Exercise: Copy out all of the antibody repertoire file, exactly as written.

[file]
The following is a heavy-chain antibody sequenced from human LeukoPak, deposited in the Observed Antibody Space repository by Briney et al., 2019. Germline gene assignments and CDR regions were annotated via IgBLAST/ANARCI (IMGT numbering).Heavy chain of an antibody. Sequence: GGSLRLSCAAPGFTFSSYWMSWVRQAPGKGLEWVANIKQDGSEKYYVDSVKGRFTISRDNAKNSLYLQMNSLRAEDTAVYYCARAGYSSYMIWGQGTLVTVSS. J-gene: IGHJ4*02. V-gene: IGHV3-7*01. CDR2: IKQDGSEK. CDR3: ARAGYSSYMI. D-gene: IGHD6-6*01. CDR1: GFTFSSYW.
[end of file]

The following is a heavy-chain antibody sequenced from human LeukoPak, deposited in the Observed Antibody Space repository by Briney et al., 2019. Germline gene assignments and CDR regions were annotated via IgBLAST/ANARCI (IMGT numbering).Heavy chain of an antibody. Sequence: GGSLRLSCAAPGFTFSSYWMSWVRQAPGKGLEWVANIKQDGSEKYYVDSVKGRFTISRDNAKNSLYLQMNSLRAEDTAVYYCARAGYSSYMIWGQGTLVTVSS. J-gene: IGHJ4*02. V-gene: IGHV3-7*01. CDR2: IKQDGSEK. CDR3: ARAGYSSYMI. D-gene: IGHD6-6*01. CDR1: GFTFSSYW.